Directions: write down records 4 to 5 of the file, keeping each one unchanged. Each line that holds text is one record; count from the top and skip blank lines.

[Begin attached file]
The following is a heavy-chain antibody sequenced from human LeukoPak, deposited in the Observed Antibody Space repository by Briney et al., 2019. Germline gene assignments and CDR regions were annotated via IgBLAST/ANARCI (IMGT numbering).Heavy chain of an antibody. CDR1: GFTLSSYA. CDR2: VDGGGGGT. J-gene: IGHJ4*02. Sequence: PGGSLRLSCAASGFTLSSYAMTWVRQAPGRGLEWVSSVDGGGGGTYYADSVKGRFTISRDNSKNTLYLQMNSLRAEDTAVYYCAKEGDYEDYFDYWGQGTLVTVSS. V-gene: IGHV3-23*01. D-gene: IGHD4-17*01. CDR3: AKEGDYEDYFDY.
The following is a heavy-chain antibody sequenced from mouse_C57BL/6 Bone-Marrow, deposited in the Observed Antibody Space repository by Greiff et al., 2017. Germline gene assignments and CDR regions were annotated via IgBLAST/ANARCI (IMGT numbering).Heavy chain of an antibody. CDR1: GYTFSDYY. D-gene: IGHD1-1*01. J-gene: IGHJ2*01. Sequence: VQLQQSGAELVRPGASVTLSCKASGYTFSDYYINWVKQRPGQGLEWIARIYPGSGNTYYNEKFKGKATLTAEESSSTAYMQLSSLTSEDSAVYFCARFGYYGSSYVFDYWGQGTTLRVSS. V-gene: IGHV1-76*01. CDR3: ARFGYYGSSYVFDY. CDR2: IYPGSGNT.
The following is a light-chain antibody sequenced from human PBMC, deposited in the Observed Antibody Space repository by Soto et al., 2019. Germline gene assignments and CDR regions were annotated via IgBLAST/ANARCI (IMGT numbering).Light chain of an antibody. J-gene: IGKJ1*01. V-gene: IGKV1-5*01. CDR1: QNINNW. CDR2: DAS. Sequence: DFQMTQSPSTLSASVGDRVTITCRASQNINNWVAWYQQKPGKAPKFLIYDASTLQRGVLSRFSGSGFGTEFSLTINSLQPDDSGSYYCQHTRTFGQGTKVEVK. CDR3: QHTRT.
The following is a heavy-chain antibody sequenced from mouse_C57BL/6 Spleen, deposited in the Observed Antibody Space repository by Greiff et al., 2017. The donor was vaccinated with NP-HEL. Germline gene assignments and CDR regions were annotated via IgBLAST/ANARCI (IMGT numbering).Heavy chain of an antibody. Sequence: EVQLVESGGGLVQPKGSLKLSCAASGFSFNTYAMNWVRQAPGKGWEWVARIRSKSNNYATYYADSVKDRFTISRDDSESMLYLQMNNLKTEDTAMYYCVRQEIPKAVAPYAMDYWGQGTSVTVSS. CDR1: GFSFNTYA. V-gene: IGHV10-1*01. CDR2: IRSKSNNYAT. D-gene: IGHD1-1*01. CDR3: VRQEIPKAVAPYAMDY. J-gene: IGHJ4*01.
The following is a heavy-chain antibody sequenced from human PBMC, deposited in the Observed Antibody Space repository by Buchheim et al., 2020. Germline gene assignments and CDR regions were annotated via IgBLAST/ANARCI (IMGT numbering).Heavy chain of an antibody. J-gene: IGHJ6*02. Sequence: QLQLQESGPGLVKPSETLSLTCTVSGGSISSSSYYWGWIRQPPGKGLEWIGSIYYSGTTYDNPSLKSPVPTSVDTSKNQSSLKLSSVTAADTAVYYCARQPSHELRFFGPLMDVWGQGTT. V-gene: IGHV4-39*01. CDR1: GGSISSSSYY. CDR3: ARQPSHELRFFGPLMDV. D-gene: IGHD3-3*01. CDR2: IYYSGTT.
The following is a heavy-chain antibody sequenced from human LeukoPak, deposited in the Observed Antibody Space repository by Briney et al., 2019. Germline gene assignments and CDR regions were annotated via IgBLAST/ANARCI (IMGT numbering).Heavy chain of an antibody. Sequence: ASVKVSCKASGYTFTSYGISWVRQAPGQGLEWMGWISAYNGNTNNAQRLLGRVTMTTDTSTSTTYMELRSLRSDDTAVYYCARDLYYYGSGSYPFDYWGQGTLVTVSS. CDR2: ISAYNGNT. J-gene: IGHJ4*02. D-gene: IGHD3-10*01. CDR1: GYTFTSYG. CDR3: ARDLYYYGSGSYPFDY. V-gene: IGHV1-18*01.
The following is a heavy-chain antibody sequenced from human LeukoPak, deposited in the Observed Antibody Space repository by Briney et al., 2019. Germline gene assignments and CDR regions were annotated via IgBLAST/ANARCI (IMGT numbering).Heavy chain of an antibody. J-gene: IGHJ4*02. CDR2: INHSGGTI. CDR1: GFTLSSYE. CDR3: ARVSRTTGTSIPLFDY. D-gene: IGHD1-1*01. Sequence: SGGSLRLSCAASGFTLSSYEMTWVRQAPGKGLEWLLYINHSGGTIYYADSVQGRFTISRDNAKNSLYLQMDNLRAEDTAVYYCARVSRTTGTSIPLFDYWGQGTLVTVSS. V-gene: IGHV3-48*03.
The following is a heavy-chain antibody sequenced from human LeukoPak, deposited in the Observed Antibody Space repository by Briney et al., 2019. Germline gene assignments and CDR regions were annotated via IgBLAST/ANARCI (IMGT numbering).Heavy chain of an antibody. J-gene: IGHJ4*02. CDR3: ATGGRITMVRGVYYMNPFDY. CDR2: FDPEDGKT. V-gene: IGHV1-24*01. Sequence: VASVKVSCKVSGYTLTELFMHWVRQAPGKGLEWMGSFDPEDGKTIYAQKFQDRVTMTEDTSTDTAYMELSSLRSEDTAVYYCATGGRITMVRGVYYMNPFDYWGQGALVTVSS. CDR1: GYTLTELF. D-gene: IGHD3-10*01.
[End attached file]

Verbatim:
The following is a heavy-chain antibody sequenced from mouse_C57BL/6 Spleen, deposited in the Observed Antibody Space repository by Greiff et al., 2017. The donor was vaccinated with NP-HEL. Germline gene assignments and CDR regions were annotated via IgBLAST/ANARCI (IMGT numbering).Heavy chain of an antibody. Sequence: EVQLVESGGGLVQPKGSLKLSCAASGFSFNTYAMNWVRQAPGKGWEWVARIRSKSNNYATYYADSVKDRFTISRDDSESMLYLQMNNLKTEDTAMYYCVRQEIPKAVAPYAMDYWGQGTSVTVSS. CDR1: GFSFNTYA. V-gene: IGHV10-1*01. CDR2: IRSKSNNYAT. D-gene: IGHD1-1*01. CDR3: VRQEIPKAVAPYAMDY. J-gene: IGHJ4*01.
The following is a heavy-chain antibody sequenced from human PBMC, deposited in the Observed Antibody Space repository by Buchheim et al., 2020. Germline gene assignments and CDR regions were annotated via IgBLAST/ANARCI (IMGT numbering).Heavy chain of an antibody. J-gene: IGHJ6*02. Sequence: QLQLQESGPGLVKPSETLSLTCTVSGGSISSSSYYWGWIRQPPGKGLEWIGSIYYSGTTYDNPSLKSPVPTSVDTSKNQSSLKLSSVTAADTAVYYCARQPSHELRFFGPLMDVWGQGTT. V-gene: IGHV4-39*01. CDR1: GGSISSSSYY. CDR3: ARQPSHELRFFGPLMDV. D-gene: IGHD3-3*01. CDR2: IYYSGTT.